How To Easily Setup A Shrimp Jar Aquarium That Thrives!

A shrimp jar aquarium is an innovative and low-maintenance way to keep small freshwater shrimp as pets.

One of the many advantages of creating a shrimp jar is its versatility; they can be designed to fit personal aesthetic tastes and require minimal equipment. Shrimp jar aquariums are not only visually captivating but also serve as a functional ecosystem, making them an ideal choice for hobbyists and experienced aquarists alike.

When setting up a shrimp jar aquarium, many factors come into play, such as determining the appropriate size of the jar, choosing suitable decorations, selecting the right substrate and plants, and maintaining the correct water parameters.

Additionally, it is crucial to cycle the shrimp jar and select the appropriate type of shrimp for the setup. Proper ongoing maintenance is essential to ensure the health and well-being of your shrimp jar aquarium inhabitants.

After the surge in popularity of shrimp keeping, we have noticed a large number of people asking questions about keeping shrimp jars. We decided to publish this article to try and help as many of our readers setup a thriving shrimp jar as possible.

Key Takeaways

  • Shrimp jar aquariums offer a low-maintenance and visually appealing pet habitat.
  • Factors like jar size, decorations, substrate, plants, and water parameters contribute to a successful setup.
  • Proper cycling, shrimp selection, and ongoing maintenance are vital for a healthy shrimp jar aquarium.

Advantages Of A Shrimp Jar Aquarium

How to setup a shrimp jar aquarium

Shrimp jar aquariums offer numerous benefits for both beginner and experienced aquarists. They are an attractive and affordable option to consider when deciding to start a small aquarium for shrimp.

One of the main advantages of a shrimp jar aquarium are there affordability. Compared to traditional aquarium setups, shrimp jars are relatively cheap and require minimal investment. You can repurpose an old jar or purchase a new one at a low cost, and the materials needed to set it up are generally inexpensive.

Another benefit is that shrimp jar aquariums are easy to make. With just a few materials and some creativity, you can quickly create a beautiful aquatic environment for your shrimp. Basic components include an old cookie jar, substrate, decorative rocks or wood, and live plants. While some aquarists opt for additional equipment like filters and heaters, these are not always necessary for a shrimp jar, making the setup process even more accessible.

Cookie Jars Shrimp Jars are great options for beginners

Shrimp jar aquariums are also easy to maintain. As these are small, self-sustaining ecosystems, they can require minimal maintenance once established. With the right balance of plants, substrate, and a small shrimp population, your shrimp jar can become a low-maintenance home for your aquatic pets. Regular water changes and occasional feeding are usually enough to maintain a healthy environment for the shrimp.

In addition to being cheap, easy to make, and easy to maintain, shrimp jar aquariums are also space-saving. The compact size of a shrimp jar makes it an ideal choice for those with limited space or those looking to add a small, decorative aquatic feature to their living area.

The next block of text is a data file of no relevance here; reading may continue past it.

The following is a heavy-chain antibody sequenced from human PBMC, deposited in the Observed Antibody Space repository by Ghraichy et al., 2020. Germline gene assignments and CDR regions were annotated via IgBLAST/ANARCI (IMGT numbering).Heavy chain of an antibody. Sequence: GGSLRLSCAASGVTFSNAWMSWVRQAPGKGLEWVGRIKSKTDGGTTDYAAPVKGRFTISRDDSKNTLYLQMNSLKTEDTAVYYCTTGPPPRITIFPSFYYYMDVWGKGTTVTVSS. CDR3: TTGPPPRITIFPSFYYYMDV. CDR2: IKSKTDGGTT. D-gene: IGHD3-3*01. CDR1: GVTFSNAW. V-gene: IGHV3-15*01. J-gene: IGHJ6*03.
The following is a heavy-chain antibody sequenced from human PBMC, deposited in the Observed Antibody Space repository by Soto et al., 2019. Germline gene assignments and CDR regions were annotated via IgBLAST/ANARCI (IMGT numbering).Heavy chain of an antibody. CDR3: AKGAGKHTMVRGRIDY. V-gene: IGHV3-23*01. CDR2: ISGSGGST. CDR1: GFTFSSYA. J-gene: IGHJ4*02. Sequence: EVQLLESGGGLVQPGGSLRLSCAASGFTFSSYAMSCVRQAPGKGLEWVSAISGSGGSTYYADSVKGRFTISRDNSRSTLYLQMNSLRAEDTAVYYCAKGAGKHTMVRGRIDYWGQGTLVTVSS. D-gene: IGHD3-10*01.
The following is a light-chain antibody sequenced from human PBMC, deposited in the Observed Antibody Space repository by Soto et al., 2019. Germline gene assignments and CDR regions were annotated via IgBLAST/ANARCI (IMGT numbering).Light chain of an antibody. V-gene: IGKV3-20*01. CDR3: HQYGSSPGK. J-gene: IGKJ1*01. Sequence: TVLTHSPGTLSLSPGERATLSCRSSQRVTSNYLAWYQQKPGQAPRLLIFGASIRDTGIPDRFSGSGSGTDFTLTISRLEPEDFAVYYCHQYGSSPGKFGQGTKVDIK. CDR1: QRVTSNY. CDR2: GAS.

In summary, a shrimp jar aquarium is an affordable, straightforward, and low-maintenance option for aquarists looking to start a small shrimp habitat. The process of creating and maintaining a shrimp jar allows for flexibility and creativity while providing a unique and charming addition to any living space.

Do I Need Any Aquarium Accessories?

How a WALSTAD SHRIMP BOWL works
How A Walstad Shrimp Bowl Works.

Setting up a shrimp jar aquarium can be a simple and enjoyable process, especially when using the Walstad method. This approach usually eliminates the need for a filter, as the natural balance within the ecosystem handles filtration effectively. However, there are still a few accessories that you may want to consider to ensure the health and well-being of your shrimp.

A heater may not be necessary for your shrimp jar aquarium, depending on your location and the ambient temperature of your surroundings. Most shrimp species thrive in temperatures between 65-80 degrees Fahrenheit (18-27 degrees Celsius). Keep an eye on the temperature within your jar and, if it remains stable within this range, there is no need to add a heater.

A Rili Shrimp thriving in a shrimp jar
A Rili Shrimp

Lighting is another consideration for a shrimp jar aquarium. While sunlight has the potential to meet the lighting requirements of your aquarium, there are some variables to keep in mind. First, avoid placing the jar in direct sunlight, as this can cause temperature fluctuations and algae overgrowth. Instead, opt for indirect sunlight or consider using a small lighting unit designed for aquariums. This ensures proper light exposure while minimizing risks associated with sunlight.

In summary, with the Walstad method, you do not need a filter, and you may not require a heater, depending on your location. Additionally, while sunlight can be used for lighting, be sure to monitor your jar’s environment for temperature fluctuations and algae growth to maintain the health of your shrimp.

Deciding The Size Of The Jar

An empty 1 gallon cookie jar is the perfect option for a shrimp jar